Safety of food workers
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CTA. 2001. Safety of food workers . Spore 91. CTA, Wageningen, The Netherlands.
Permanent link to this item: http://hdl.handle.net/10568/46071
Internet URL: http://spore.cta.int/images/stories/pdf/old/spore91.pdf
Occupational health and safetySafety of food workersThe relevant national authority for legislation on safety, health, hygiene and the working environment for agricultural and food worker is usually located in the ministry dealing with labour...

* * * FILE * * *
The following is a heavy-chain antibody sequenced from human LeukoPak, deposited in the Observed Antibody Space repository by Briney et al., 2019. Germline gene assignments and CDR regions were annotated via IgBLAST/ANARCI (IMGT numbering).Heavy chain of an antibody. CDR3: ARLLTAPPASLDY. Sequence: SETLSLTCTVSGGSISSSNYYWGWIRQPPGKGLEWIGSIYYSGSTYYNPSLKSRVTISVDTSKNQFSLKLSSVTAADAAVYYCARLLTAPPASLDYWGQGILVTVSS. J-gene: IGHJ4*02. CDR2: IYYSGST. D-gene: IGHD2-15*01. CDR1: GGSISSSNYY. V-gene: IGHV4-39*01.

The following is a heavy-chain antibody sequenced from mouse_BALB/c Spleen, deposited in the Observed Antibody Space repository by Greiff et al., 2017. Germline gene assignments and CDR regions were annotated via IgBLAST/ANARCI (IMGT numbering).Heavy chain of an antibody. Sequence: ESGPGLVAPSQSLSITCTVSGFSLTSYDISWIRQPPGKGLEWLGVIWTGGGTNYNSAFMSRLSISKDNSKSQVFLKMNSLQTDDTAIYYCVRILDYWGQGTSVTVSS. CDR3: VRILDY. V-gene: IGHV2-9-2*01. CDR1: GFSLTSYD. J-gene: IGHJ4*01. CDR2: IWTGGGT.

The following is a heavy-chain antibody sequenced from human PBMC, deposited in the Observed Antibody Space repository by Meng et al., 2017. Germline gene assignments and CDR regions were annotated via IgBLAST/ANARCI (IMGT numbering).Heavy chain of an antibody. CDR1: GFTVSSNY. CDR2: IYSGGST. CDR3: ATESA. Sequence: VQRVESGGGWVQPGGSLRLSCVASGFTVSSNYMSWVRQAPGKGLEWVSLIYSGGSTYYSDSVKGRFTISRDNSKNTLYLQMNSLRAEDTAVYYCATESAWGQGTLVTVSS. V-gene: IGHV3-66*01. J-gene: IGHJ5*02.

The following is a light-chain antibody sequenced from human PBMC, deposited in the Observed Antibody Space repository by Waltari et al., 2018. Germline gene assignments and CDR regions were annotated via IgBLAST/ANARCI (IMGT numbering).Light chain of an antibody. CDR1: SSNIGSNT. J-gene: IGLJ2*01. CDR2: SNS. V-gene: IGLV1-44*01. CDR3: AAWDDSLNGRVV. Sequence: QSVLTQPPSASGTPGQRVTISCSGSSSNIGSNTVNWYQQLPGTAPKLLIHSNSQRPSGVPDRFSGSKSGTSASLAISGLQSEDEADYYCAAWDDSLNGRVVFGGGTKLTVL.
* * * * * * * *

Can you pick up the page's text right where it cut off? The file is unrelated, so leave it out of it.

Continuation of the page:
Occupational health and safety Safety of food workers The relevant national authority for legislation on safety, health, hygiene and the working environment for agricultural and food worker is usually located in the ministry dealing with labour affairs. In many cases, the national legislation is guided by a convention which has been adopted by the International Labour Office. A part of the United Nations system, the ILO is composed of representatives of national governments, and employers and workers organisations. There are about 30 such conventions, covering such aspects of work safety as the maximum weight a person should carry, or the provision of health services for workers. Many of these conventions have not been ratified by many ACP states but they provide useful guidelines, and an indication of reasonable safety standards. A new convention on the Occupational Safety and Health (OSH) in Agriculture is expected to be adopted by the ILO in June 2001, providing coverage for hundreds of millions of agricultural workers, although not in subsistence farming, forestry or agro-processing. The ILO has priced publications on OSH in agriculture, including codes of practice for the use of tractors, the use of agrochemicals, maximum weights, and first aid, and several covering forestry work. The major gateway to these services is through the International Occupational Health and Safety Information Centre (CIS), ILO, CH-1211 Geneva 22, Switzerland. Fax: +41 22 799 8516; email: firstname.lastname@example.org The CIS can provide contacts in each ACP country (it has collaborating centres in 22) and copies of conventions, and several publications, free through its online services on its Safework Website: www.ilo.int/public/english/protection/safework/cis . More directly attuned to the interests of agricultural workers is the International Union of Food, Agricultural, Hotel, Restaurant, Catering, Tobacco and Allied Workers Associations (IUF), often referred to in agricultural circles as the International Union of Food Workers. The IUF supports national organisations in ensuring proper OSH protection, and can link you with national member bodies. Like the ILO, it is not too familiar with operating in the absence of effectively enforced legislation; as a federation of member organisations it cannot always be fully helpful to unorganised or subsistence farmers. Its information, however, as with that of the ILO, provides reliable material and examples of best practice. IUF, Rampe du Pont-Rouge 8, CH-1213 Petit-Lancy, Switzerland. Fax: + 41 22 793 22 38; email: email@example.com . Its well-organised Website: http://www.iuf.org/ is in French, English and Spanish. In the field of care of agricultural workers, the International Social Security Association (ISSA) has a section dealing with the prevention of occupational risks in agriculture: ISSA-Agriculture, Weissenstrasse 72, D-34131 Kassel, Germany; fax: 49 561 935 94 14; email: firstname.lastname@example.org. Aware that social security rights are minimal in many countries, ISSA is organising a colloquium on Prevention of occupational risks a common challenge for developing and industrial countries, in Tunis, Tunisia, from 1 to 4 October 2001. For an overview of OSH activities in Africa, the thrice-yearly African Newsletter on Occupational Health and Safety is a regular and reliable source. Recent thematic issues have included Women at work, Chemicals and safety, Ergonomics, Dusts and Training and information sources. The September 2001 issue (2/2001) will focus upon Agriculture. Published by the Finnish Institute of Occupational Health as part of the ILO-FINNIDA African Safety and Health Project, it is free, printed or in electronic pdf format, from FIOH, Topeliuksenkatu 41a A, FIN-00250 Helsinki, Finland. Fax: +358 9 4747 2490; email: Marianne. Joronen@occuphealth.fi; Website: www.occuphealth.fi/e/info/anl One sub-regional OSH service, with a long history of cooperation with labour, agriculture and the informal sector, is the Training and Research Support Centre (TARSC) which provides services throughout the SADC region. TARSC, 47 Van Praagh Avenue, Milton Park, Harare, Zimbabwe. Fax: + 263 4 73 72 20; email: icon.co.zw; Website: http://www.tarsc.org/ . Other regional and sub-regional services can be identified through the ILO-CIS and IUF. In the overall field of safety, there is no effective world association of the safety profession to go to seek local contacts. One key way to minimise accidents, injuries and disability is in the field of ergonomics meaning safe equipment and workplace design which will 'maximise productivity by reducing operator fatigue, discomfort and potential injury.' A key source is the study on Agricultural implements used by Women Farmers in Africa , undertaken by the International Fund for Agricultural Development (IFAD) and the Agricultural Engineering Branch (AGSE) of the FAO, Viale delle Terme di Caracalla, 00100 Rome, Italy. Fax: + 39 06 5705 6798; email: email@example.com. A more general set of Guidelines on ergonomics in agriculture is being prepared, in collaboration with the UK s Silsoe Research Institute, by Valentina Forastieri at the Safework-Agriculture desk in ILO, fax: +41 22 799 68 78; email: firstname.lastname@example.org This survey of information links does not cover the use or disposal of pesticides, or food safety. Detailed articles on these much-requested topics will appear in future issues of Spore.